ANN ARBOR, Mich.---Proponents of organic farming often speak of nature's balance in ways that sound almost spiritual, prompting criticism that their views are unscientific and nave. At the other end of the spectrum are those who see farms as battlefields where insect pests and plant diseases must be vanquished with the magic bullets of modern agriculture: pesticides, fungicides and the like.
Which view is more accurate? A 10-year study of an organic coffee farm in Mexico suggests that, far from being romanticized hooey, the "balance and harmony" view is on the mark. Ecologists John Vandermeer and Ivette Perfecto of the University of Michigan and Stacy Philpott of the University of Toledo have uncovered a web of intricate interactions that buffers the farm against extreme outbreaks of pests and diseases, making magic bullets unnecessary. Their research is described in the July/August issue of the journal BioScience.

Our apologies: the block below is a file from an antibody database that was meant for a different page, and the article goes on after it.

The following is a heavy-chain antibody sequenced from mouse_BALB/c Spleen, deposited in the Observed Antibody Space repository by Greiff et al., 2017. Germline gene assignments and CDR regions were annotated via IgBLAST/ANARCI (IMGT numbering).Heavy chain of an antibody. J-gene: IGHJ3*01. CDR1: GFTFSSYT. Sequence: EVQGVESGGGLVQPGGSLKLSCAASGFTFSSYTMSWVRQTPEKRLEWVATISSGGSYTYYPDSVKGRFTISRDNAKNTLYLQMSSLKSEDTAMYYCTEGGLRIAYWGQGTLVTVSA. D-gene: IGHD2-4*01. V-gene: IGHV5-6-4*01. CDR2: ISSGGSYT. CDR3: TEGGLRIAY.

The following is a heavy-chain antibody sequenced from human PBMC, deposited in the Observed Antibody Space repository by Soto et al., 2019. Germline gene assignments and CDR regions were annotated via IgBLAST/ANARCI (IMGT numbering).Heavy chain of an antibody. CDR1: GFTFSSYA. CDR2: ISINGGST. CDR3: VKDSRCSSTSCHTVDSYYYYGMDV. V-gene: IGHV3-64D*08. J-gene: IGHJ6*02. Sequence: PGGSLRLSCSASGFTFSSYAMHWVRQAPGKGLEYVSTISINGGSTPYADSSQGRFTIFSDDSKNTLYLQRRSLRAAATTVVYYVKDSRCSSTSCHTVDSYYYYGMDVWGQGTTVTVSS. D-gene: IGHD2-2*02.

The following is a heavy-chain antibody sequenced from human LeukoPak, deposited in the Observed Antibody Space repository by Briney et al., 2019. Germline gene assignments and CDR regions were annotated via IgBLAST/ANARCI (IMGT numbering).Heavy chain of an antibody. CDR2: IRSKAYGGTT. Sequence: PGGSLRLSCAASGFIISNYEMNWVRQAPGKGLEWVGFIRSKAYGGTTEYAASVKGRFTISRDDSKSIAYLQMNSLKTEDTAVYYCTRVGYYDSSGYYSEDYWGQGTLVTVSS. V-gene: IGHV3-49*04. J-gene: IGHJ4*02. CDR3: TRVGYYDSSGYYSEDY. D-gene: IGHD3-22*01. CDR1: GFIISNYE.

The major players in the system---several ant species, a handful of coffee pests, and the predators, parasites and diseases that affect the pests---not only interact directly, but some species also exert subtle, indirect effects on others, effects that might have gone unnoticed if the system had not been studied in detail.
A key species in the complex web is the tree-nesting Azteca ant (Azteca instabilis). The ants aren't particular about the kind of tree they live in, but for some reason their nests are found in only about 3 percent of shade trees on the farm, and ant-inhabited trees aren't randomly distributed---they're found in clumps.
The researchers believe the clumpiness results, at least in part, from the ants' vulnerability to a parasitic fly. Ant colonies expand by sending off queens and broods to nearby trees, but when all the trees in an area have ant nests, the flies can more easily find ants to parasitize. So high-density clusters are preferentially attacked and eventually disappear, eith
|Contact: Nancy Ross-Flanigan|
University of Michigan